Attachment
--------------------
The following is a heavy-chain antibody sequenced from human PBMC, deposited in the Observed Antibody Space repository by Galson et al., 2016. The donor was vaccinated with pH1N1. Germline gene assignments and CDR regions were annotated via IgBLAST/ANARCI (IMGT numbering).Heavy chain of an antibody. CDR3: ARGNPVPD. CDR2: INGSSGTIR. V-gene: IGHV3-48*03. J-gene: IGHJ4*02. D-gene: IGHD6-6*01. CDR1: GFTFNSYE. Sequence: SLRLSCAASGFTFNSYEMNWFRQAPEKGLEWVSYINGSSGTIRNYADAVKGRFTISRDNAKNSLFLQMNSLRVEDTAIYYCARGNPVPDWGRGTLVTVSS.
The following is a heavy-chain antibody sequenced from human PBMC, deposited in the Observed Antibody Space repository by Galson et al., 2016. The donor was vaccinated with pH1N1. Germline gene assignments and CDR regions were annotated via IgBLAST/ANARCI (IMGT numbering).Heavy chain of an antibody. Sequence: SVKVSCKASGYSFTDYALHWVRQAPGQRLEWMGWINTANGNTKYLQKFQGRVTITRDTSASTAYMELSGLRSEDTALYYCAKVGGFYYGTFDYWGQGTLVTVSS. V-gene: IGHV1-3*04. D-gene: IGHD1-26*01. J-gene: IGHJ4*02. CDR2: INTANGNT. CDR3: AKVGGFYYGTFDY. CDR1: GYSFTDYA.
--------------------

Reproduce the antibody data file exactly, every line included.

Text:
The following is a heavy-chain antibody sequenced from human PBMC, deposited in the Observed Antibody Space repository by Galson et al., 2016. The donor was vaccinated with pH1N1. Germline gene assignments and CDR regions were annotated via IgBLAST/ANARCI (IMGT numbering).Heavy chain of an antibody. CDR3: ARGNPVPD. CDR2: INGSSGTIR. V-gene: IGHV3-48*03. J-gene: IGHJ4*02. D-gene: IGHD6-6*01. CDR1: GFTFNSYE. Sequence: SLRLSCAASGFTFNSYEMNWFRQAPEKGLEWVSYINGSSGTIRNYADAVKGRFTISRDNAKNSLFLQMNSLRVEDTAIYYCARGNPVPDWGRGTLVTVSS.
The following is a heavy-chain antibody sequenced from human PBMC, deposited in the Observed Antibody Space repository by Galson et al., 2016. The donor was vaccinated with pH1N1. Germline gene assignments and CDR regions were annotated via IgBLAST/ANARCI (IMGT numbering).Heavy chain of an antibody. Sequence: SVKVSCKASGYSFTDYALHWVRQAPGQRLEWMGWINTANGNTKYLQKFQGRVTITRDTSASTAYMELSGLRSEDTALYYCAKVGGFYYGTFDYWGQGTLVTVSS. V-gene: IGHV1-3*04. D-gene: IGHD1-26*01. J-gene: IGHJ4*02. CDR2: INTANGNT. CDR3: AKVGGFYYGTFDY. CDR1: GYSFTDYA.